Not long after coming back from the report about flooding in British Columbia, I went to Wheatley and found a community that was in a suspended animation state. My report on the mystery surrounding the gas explosion that leveled three buildings and turned the town center into a no-go zone, with power and other utilities cut off, came out this week.
Much of Wheatley is still standing. Only three buildings, including a recently opened motel, at the intersection of the wrecked town. But after leaving their homes at the end of August, members of only about half of the 100 displaced households were allowed to return for just an hour to pick up clothes and other personal belongings. Nearly all community shops, small businesses, and professional offices remain closed.
As I wrote in my article, determining the exact cause of the explosion still eludes investigators. The likely sources are two 19th-century natural gas wells buried beneath the town center. But the constant threat of another explosion has slowed the investigation, to the chagrin of people who have left their homes for more than four months.
Late one afternoon, I met Stephanie Charbonneau at the fence that kept her just steps from “Big Red,” her family’s large brick home. Like many in town, she describes the family’s plight as almost surreal.
If a tornado sweeps through the vicinity, Ms. Charbonneau said, “you can get the wreckage to help you process what happened to you.”
“We don’t have that to handle what we’ve been through,” she added.
Of course, Mrs. Charbonneau didn’t want a tornado to hit her town. But the effects of the explosion were similar. Even so, because of the potential risk, her insurance company has not been able to send workers into the house to remove the radiator and water pipes. Given that some pipes had recently frozen over on the farm, her family’s temporary residence, Ms. Charbonneau fears the worst for her unheated home.
While there was no widespread devastation in Wheatley, I saw a shared sense of community helping the homeless that I had witnessed before. British Columbia. Everyone has stories of getting help with housing, clothes, even Christmas presents for children by people living outside of closed areas or in neighboring communities.
The demand is very real. The local food bank, which had to relocate, served 5-7 families a week in early 2020. It currently has 40 customers, including individuals and families. It also currently offers includes household goods and clothing. Donors have been so generous that the food bank is expanding its space, including a refrigerated semi-trailer.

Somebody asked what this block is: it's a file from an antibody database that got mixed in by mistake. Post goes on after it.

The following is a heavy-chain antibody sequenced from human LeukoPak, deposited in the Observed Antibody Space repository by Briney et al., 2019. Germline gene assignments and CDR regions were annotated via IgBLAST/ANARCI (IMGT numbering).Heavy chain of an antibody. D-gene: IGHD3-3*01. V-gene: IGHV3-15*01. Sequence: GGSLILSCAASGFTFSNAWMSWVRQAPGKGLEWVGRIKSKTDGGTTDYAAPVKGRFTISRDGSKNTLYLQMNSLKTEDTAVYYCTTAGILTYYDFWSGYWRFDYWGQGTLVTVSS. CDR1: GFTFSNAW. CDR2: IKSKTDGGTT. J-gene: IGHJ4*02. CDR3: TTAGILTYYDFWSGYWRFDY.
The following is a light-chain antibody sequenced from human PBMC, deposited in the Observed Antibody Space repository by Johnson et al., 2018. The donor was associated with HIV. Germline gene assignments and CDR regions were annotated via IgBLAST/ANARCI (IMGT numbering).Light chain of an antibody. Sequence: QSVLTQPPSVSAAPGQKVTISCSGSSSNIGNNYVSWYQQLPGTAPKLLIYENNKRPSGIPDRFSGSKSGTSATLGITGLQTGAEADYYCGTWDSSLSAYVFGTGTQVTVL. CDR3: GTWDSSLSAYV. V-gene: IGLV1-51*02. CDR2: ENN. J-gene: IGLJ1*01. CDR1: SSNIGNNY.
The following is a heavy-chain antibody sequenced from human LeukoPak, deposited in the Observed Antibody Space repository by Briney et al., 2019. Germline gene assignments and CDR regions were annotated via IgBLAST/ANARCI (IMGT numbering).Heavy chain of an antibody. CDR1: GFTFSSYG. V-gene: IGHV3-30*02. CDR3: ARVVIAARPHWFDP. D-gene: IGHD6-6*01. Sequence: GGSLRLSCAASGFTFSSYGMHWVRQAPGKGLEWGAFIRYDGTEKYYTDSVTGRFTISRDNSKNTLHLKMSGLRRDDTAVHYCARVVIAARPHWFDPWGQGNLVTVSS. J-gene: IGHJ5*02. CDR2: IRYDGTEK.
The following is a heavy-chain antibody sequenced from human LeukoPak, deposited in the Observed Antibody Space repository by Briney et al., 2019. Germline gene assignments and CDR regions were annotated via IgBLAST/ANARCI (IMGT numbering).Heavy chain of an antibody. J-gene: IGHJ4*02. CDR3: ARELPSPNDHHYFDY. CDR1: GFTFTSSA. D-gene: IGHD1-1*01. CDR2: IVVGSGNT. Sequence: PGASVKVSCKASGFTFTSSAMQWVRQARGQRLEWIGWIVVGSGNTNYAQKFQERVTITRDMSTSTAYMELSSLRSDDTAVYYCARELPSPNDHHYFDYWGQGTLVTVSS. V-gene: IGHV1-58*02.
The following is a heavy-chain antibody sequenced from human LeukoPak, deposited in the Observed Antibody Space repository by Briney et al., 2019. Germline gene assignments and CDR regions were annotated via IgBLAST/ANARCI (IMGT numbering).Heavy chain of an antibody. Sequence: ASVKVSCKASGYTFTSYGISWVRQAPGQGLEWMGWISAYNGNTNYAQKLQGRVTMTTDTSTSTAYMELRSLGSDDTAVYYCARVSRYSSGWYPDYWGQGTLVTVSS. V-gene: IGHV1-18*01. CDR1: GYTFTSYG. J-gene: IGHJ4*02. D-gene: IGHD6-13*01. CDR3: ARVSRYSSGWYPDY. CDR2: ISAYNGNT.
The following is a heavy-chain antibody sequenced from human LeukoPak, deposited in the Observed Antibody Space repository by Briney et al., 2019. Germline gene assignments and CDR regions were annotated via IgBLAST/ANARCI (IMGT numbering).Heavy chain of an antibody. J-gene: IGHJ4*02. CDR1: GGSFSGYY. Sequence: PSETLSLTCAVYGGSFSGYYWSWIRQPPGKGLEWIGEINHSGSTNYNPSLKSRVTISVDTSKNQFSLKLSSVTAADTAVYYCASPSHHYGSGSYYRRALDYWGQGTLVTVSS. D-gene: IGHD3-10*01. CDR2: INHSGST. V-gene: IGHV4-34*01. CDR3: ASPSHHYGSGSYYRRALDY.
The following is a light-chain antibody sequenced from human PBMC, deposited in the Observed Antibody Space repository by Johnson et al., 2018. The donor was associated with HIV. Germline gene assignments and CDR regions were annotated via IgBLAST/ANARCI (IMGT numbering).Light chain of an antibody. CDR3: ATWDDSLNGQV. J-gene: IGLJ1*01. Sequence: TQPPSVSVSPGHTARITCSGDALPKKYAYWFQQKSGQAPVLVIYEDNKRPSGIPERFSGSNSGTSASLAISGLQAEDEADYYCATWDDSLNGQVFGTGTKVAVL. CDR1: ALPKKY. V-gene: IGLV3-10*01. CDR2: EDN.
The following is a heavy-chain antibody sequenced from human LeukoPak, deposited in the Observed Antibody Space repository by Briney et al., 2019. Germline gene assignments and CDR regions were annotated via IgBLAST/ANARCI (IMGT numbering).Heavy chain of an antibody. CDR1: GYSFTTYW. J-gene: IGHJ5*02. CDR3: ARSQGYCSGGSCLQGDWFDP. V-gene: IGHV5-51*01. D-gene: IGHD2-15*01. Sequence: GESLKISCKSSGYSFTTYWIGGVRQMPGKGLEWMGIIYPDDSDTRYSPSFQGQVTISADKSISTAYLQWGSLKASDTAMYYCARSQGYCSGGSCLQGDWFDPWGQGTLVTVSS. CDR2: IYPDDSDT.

For local businesses, the town’s limbo has added to the stress of the pandemic shutdown. Fortunately for the local economy, fish processing plants and shipyards are major local employers located on the shores of Lake Erie, a short drive or a mile from the city center. long walk.
There is a discussion locally that if a permanent solution to the leak cannot be found, it may be necessary to move the town center towards the harbour.
However, that might just be trading one problem for another. Over the past few years, a long stretch of the county road formerly the main thoroughfare of Wheatley has been closed a few kilometers east of town. It runs atop a cliff that has been eroded, most likely by climate change, to the point where officials fear the path could disappear into Lake Erie.
Though none of the people I met in Wheatley said they had predicted a gas explosion – or even knew that the town might have been built on top of three abandoned wells – a matter of the past. Oil and gas industry’s current obsession isn’t unique to the town. It’s a big deal in Alberta, where about 71,000 abandoned wells need to be cleaned up, although they are overwhelming outside urban areas.
Shopping is currently very limited in Wheatley. A gas station, a feed store and a liquor store run by the provincial government are located outside the restricted area. But anyone looking for a pint of milk or a loaf of bread has to get behind the wheel.
But until the new Covid restrictions applied across all of Ontario, the town had one gathering place. Hilary Hyatt was able to re-establish her cafe and restaurant, Lil Hil’s, in the clubhouse of a golf course on the eastern edge of town.
Ms. Hyatt told me she was grateful to be back in business. And she lives by the lake, far from the closed area. But, like everyone I met at Wheatley, she wanted the uncertainty to end.
“I want my town back,” she told me. “I don’t think it will stay that way – that’s long gone. But I believe our community will find a way to make it feel at home again. “
A native of Windsor, Ontario, Ian Austen was educated in Toronto, lives in Ottawa and has covered Canada for The New York Times for the past 16 years. Follow him on Twitter at @ianrausten.
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https://www.nytimes.com/2022/01/15/world/canada/wheatley-ontario-explosion.html Ontario town still searching for answers in gas leak explosion